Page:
A NAT (Network Address Translation or Network Address Translator) is the virtualization of Internet Protocol (IP) addresses. NAT helps improve security and decrease the number of IP addresses an organization needs.
NAT gateways sit between two networks, the inside network and the outside network. Systems on the inside network are typically assigned IP addresses that cannot be routed to external networks (e.g., networks in the 10.0.0.0/8 block). A few externally valid IP addresses are assigned to the gateway. The gateway makes outbound traffic from an inside system appear to be coming from one of the valid external addresses. It takes incoming traffic aimed at a valid external address and sends it to the correct internal system. This helps ensure security, since each outgoing or incoming request must go through a translation process that also offers the opportunity to qualify or authenticate incoming streams and match them to outgoing requests, for example.
NAT conserves the number of globally valid IP addresses a company needs, and in combination with Classless Inter-Domain Routing (CIDR) has done a lot to extend the useful life of IPv4 as a result. NAT is described in general terms in IETF RFC 1631.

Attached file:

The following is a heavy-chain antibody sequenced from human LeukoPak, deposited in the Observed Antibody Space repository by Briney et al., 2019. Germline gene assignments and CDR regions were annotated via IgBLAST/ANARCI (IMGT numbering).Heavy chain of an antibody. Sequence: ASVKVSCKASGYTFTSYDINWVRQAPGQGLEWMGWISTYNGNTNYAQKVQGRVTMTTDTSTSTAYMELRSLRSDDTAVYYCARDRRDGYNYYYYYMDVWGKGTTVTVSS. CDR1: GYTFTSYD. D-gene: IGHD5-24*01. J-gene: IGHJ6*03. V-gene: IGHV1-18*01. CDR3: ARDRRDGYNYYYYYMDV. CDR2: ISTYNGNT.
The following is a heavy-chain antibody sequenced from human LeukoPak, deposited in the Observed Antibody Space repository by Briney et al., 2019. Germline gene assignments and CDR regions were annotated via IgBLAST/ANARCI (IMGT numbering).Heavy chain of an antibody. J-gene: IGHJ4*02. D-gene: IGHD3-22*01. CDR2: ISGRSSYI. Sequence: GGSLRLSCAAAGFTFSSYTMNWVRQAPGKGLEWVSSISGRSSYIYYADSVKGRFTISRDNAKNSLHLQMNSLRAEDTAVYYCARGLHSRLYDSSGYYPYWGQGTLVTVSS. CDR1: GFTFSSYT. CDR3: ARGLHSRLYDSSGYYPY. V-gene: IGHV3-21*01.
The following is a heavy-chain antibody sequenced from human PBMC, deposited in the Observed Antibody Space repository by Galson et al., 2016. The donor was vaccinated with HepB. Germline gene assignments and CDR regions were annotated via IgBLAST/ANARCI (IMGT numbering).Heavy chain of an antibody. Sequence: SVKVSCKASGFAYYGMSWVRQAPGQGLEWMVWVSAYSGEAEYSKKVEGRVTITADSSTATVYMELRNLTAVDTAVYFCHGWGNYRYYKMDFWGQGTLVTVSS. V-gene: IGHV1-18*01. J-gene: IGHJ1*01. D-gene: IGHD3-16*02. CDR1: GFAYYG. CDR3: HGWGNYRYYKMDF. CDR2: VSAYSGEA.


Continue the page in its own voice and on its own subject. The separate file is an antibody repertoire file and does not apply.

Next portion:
- From a local IP address to one global IP address statically;
- From a local IP address to any of a rotating pool of global IP addresses a company may have;
- From a local IP address plus a particular TCP port to a global IP address or one in a pool of ports;
- From a global IP address to any of a pool of local IP addresses on a round-robin basis.
In some cases, network administrators don't define simple mappings. Instead they define policies that allow the gateway device to assign mappings based on the intended destination ("pick this external address for communications to partner A's network; pick that external address for communications to partner B's"), or on the protocols being used ("assign out of this pool for HTTP traffic, that pool for HTTPS") or on other factors.
A newer role for NAT focuses on translating IPv4 addresses to IPv6, and vice versa, to provide integration of IPv4 infrastructure and end-nodes into IPv6 environments, and allow IPv6 services to interact with IPv4 systems.
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Margaret Rouse asks:
What are your plans for IPv6 and how will you transition from IPv4 addressing to IPv6 addressing?
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